by Diane Payne
February 26, 2018
All five commissioners were present for this action meeting. Eight members of APPS spoke on behalf of public education at this meeting; to view their testimony, go to APPSPhilly.net.
Four additional community members spoke in opposition to resolutions A-7 and B-12. Resolution A-7 proposed a $9,549,665 contract with NCS Pearson for “integrated web access. Resolution B-12 spent a whopping $10 million for various vendors providing online courses and adaptive software. (This is in addition to the $10 million the SRC set aside for blended learning last year).
There were two wonderful performances by students from Franklin Learning Center High School (FLC). Two students (piano and voice) beautifully performed the moving song, Strange Fruit, and another student gave a “Little Black Girl” spoken word performance.
SRC Staff Answers Questions
In his remarks, Dr. Hite addressed the millions going to web access and blended learning in Resolutions A-7 and B-12. He assured the audience of privacy protections and gave what some interpreted as lip service to teachers being primary to children’s education.
Teacher Vanessa Baker, in speaking against Resolutions A-7 and B-12, reported on recent events around the city in which business leaders and social impact investors have met behind closed doors–leaving out students, parents or educators– to discuss the direction of education. On January 29th, the Philadelphia Chamber of Commerce held a ticketed, closed-door event for members of the business community on Roadmap for Growth: Exploring Business Engagement in Philadelphia’s Schools. On February 7th, Comcast sent a busload of “Impact Investors” to Feltonville School of Arts and Sciences. Dr. Hite addressed Baker after her remarks to assure her that the attendees at Feltonville were only there to observe and see what is happening at the school. So, when the fox circles the henhouse during the day to see what is happening, does the farmer feel secure going to bed that night that his chicks will be safe?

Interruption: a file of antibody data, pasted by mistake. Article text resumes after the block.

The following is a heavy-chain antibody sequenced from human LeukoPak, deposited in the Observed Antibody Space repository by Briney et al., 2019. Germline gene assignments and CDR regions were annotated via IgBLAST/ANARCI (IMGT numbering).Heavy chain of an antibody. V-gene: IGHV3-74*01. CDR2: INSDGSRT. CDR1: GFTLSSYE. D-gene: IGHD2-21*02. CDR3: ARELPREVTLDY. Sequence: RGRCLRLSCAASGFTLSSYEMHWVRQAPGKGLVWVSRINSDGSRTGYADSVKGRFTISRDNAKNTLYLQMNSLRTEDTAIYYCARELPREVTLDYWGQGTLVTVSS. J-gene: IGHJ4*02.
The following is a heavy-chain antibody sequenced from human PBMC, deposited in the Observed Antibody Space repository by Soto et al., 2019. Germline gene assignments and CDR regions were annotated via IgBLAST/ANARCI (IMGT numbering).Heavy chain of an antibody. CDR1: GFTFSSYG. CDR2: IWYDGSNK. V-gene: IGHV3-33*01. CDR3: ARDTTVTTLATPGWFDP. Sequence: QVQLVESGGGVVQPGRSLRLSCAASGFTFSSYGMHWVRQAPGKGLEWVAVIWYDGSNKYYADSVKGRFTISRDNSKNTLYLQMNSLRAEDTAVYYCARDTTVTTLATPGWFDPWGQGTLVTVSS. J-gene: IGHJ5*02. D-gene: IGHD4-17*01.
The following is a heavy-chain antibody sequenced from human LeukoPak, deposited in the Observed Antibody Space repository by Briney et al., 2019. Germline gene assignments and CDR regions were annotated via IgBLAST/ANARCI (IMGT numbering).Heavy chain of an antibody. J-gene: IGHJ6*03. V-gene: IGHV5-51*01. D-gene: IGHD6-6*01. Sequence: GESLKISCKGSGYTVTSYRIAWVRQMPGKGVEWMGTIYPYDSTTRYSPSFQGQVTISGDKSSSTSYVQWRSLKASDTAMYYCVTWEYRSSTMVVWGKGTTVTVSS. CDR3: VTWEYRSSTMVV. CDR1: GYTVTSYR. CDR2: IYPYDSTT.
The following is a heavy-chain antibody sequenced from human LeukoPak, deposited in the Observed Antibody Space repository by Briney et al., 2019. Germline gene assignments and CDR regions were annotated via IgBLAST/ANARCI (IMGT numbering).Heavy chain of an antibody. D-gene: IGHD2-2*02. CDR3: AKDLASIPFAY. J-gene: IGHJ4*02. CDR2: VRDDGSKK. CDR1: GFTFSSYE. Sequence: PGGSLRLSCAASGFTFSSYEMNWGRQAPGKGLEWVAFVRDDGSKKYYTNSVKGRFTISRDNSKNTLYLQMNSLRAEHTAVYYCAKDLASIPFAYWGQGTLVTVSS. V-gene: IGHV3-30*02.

Another recent exercise in exclusion of community stakeholders is that of the Philadelphia Education Fund (PEF), whose CEO is SRC Commissioner Farah Jimenez. (Yes, APPS has asked why this isn’t considered a conflict of interest, to no avail.) Since Commissioner Jimenez has taken the helm at PEF, meetings about public education that were always open to the public have become closed-door events with preference to PEF donors. Jimenez has banned some individuals, including APPS co-founder Lisa Haver, from PEF meetings, and has refused to give any reason despite several communications with her and the PEF board. Discussions among business and nonprofits about the future of our schools now shut out the very people whose lives are most affected by them.
APPS members (and apparently some other members of the community) had submitted written questions to the SRC prior to this meeting about the ongoing approval of expenditures with no supporting evidence or explanation of their benefit. Interestingly, the staff presentations and Superintendent Hite’s remarks addressed some of these questions. Coincidence or public pressure forcing the minimum of explanation? In addition, the SRC staff provided written answers to questions which was made available to the public just prior to the meeting.